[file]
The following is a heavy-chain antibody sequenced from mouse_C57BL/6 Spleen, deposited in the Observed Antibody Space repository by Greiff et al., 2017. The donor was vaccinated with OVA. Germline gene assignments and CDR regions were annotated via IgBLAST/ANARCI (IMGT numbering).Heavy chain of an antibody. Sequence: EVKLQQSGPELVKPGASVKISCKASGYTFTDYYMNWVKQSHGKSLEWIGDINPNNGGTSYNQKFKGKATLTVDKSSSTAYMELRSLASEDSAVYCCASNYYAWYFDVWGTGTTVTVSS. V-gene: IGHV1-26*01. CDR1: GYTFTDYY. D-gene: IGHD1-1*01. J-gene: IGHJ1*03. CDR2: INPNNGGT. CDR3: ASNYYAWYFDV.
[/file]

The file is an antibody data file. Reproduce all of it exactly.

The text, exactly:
The following is a heavy-chain antibody sequenced from mouse_C57BL/6 Spleen, deposited in the Observed Antibody Space repository by Greiff et al., 2017. The donor was vaccinated with OVA. Germline gene assignments and CDR regions were annotated via IgBLAST/ANARCI (IMGT numbering).Heavy chain of an antibody. Sequence: EVKLQQSGPELVKPGASVKISCKASGYTFTDYYMNWVKQSHGKSLEWIGDINPNNGGTSYNQKFKGKATLTVDKSSSTAYMELRSLASEDSAVYCCASNYYAWYFDVWGTGTTVTVSS. V-gene: IGHV1-26*01. CDR1: GYTFTDYY. D-gene: IGHD1-1*01. J-gene: IGHJ1*03. CDR2: INPNNGGT. CDR3: ASNYYAWYFDV.